Sunday, September 23, 2012


Some 100 boards (3 sheets plywood) drying outdoors
along with my rolling folding table

1.  Cut (or get someone to cut) your boards into sizes.  It's a good idea to choose a few sizes and make a lot of those, to limit the number and sizes of frames you need to buy.  Since these paintings will have to be framed, the frames will be your biggest expense.

You'll want to choose your sizes with consideration to warping.  I tested a 12 x 16, and it was plenty stable.  In this batch I am going up to 18 x 24, the largest size that I stock multiple frames for.  Anything larger and I think you'd need thicker board.  And the whole package would end up pretty heavy.  Some artists paint on larger boards.  They are mostly young guys.

2.  Knock off any rough edges with a knife or sandpaper.  I personally keep this step to a bare minimum.  In fact, I am philosophically opposed to sanding.  At every stage of this process I am doing everything I can to avoid sanding.  This particular board has a side that is a little soft.  Some of the cuts came out rough if that side was upward on the saw.  I will use the other side whenever I can, knowing that some paintings will be losers and I will end up painting on the other side when I retire the image.  Still, choose the best side to go forward with.

3.  With your sealant (I used 50/50 Gamsol/Galkyd) coat all the edges of the board, plus one side.  Let the boards dry 24 hours.

4.  With your sealant, again coat all the edges of the board, plus the other side.  Let the boards dry 24 hours.

The point of sealing the board on all sides is to prevent warping.  Also, it keeps that back side from getting scratched up in case I choose to use it later.

First coat in pink, 2 coats in taupe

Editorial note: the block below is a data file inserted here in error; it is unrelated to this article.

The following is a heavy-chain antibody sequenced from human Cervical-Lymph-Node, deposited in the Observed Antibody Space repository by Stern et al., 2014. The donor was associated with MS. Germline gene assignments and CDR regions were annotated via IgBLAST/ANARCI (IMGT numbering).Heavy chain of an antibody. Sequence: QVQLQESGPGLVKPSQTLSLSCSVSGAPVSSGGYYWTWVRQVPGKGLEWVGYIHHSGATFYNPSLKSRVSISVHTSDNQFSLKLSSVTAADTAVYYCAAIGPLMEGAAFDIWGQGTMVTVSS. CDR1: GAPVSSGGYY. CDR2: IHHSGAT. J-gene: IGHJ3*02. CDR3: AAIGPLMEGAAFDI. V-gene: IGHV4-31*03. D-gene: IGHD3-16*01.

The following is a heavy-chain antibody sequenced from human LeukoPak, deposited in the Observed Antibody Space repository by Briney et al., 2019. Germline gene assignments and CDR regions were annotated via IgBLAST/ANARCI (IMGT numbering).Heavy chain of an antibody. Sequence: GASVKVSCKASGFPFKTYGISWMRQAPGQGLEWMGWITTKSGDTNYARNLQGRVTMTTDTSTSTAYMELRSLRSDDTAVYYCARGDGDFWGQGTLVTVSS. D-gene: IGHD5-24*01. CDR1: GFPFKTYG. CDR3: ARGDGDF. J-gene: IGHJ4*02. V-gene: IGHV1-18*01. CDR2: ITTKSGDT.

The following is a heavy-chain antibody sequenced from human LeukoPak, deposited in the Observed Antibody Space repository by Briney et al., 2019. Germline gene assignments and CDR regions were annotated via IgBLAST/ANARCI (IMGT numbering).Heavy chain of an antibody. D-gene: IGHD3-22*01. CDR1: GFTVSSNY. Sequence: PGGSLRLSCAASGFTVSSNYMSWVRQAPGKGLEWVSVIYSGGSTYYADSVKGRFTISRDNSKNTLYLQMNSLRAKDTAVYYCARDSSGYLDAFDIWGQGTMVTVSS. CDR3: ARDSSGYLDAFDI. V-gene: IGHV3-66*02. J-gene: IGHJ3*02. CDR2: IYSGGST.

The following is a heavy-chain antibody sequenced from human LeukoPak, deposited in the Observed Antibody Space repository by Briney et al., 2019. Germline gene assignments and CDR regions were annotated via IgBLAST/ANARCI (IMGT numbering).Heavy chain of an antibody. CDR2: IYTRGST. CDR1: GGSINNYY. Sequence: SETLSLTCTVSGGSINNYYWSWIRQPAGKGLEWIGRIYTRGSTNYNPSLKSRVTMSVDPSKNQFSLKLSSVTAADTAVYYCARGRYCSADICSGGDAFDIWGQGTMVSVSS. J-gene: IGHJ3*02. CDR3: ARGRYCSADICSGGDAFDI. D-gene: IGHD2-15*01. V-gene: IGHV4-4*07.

Next step is your ground.  I am using Gamblin Oil Painting Ground.  You could use Acrylic Gesso instead.  It dries faster.  I find that the oil painting ground is a much better surface for painting on.  My colors hold their intensity and do almost none of that drying in where the colors look dull and extremely matte.

If you like to tone your canvas on location, you can use the ground in white.  I like to have a color already on my board.  I've gone through various stages with this, most of the time choosing a gray of value 4.  Now I'm starting to play with some other colors, as you can see above.  These are great fun to have peeping through your image.  If you are using Acrylic Gesso, color your gesso with acrylic color.  If you are using Oil Painting Ground, color it with oil paint.  A little experimentation will reveal your personal preferences.

5. Choose the best side of your board.  Take a palette knife or scraper and knock off any major bumps, leaves, or bugs that decided to become part of your art project while it was drying outdoors.  Coat the board with a thin coating of ground.  There's a good video on how to do that HERE.  You don't need to put color in this layer, because you'll be covering it up.  Let this coat dry completely.  In 90 degree heat in Portland it took my boards 24 hours.

As you can see in the photo, this first coat leaves quite a bit of the wood grain showing.  If that's the texture you like, you could stop here.  But I want all those lines pretty much filled.

6.  Take a palette knife or scraper and knock off any new bumps.  Get the brush hairs, before they become permanent ridges.  Then coat the board with a second coat of ground.  This layer should be the color that you want to finally paint on.

If you're a lover of smooth texture, you would be sanding between all these steps.  As a former watercolor painter, I kind of enjoy random textures.  I have taken a cat's paw firm roller and gone over the board, giving it a gently bumpy texture that kind of reminds me of watercolor paper.  I love it.  You might not.  Be my guest and sand it smooth.  Or just smooth everything out with a brush.  You could even press a canvas into it to get a woven texture.  But if you're going to do that, it would probably be easier to paint on canvas glued to a board.

If you still have a lot of wood grain, you might want an extra coat.  Otherwise, you're good.

7.  Let your boards dry a good long time before stacking them one on top of the other.  You don't want to press out all those nice bumps that you just made.  If you have any warping, a nice stack of boards will pretty much flatten one another.  It's a good way to store them.

Then, have fun painting!

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